Res Publica:1-16 (forthcoming)

Abstract
In A Theory of Justice John Rawls proposes that the two principles of justice should be realized through a four-stage sequence of institutional action that starts with a constitution agreed upon by delegates to a constitutional convention. A largely overlooked aspect of this proposal is that delegates are taken to hold conflicting opinions about justice. Their disagreement is one of the factors that determine their institutional choices. This paper employs Bernard Williams’s theory of the political value of liberty to explain and vindicate the role assigned to disagreement at the constitutional convention. Constitutional norms ought to be sensitive to the fact that the functioning of a political order, even one suitably ordered by the most reasonable conception of justice, inevitably involves loss of a precious liberty; the factoring of disagreement into the constitutional convention can fruitfully be understood as a way of modelling this requirement. This exegetical exercise enriches our understanding of the point of constitutions. At the same time it suggests that Rawls may not be as guilty of the cardinal sin of moralism that Williams famously accused him of.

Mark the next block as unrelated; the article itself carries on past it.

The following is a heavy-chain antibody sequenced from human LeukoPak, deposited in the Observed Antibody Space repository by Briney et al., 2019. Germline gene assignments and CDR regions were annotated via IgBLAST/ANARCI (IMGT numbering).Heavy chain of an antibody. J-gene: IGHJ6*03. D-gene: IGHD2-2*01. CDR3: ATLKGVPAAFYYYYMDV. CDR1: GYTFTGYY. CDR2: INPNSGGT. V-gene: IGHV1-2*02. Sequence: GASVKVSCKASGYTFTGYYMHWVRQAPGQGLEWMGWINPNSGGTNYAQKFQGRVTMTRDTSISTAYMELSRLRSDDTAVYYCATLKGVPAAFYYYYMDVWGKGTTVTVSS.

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DOI 10.1007/s11158-020-09453-5
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References found in this work BETA

Political Liberalism by John Rawls. [REVIEW]Philip Pettit - 1994 - Journal of Philosophy 91 (4):215-220.
Law and Disagreement.Arthur Ripstein & Jeremy Waldron - 2001 - Philosophical Review 110 (4):611.
Facing Diversity: The Case of Epistemic Abstinence.Joseph Raz - 1990 - Philosophy and Public Affairs 19 (1):3-46.
What Is Political Philosophy?Charles Larmore - 2013 - Journal of Moral Philosophy 10 (3):276-306.

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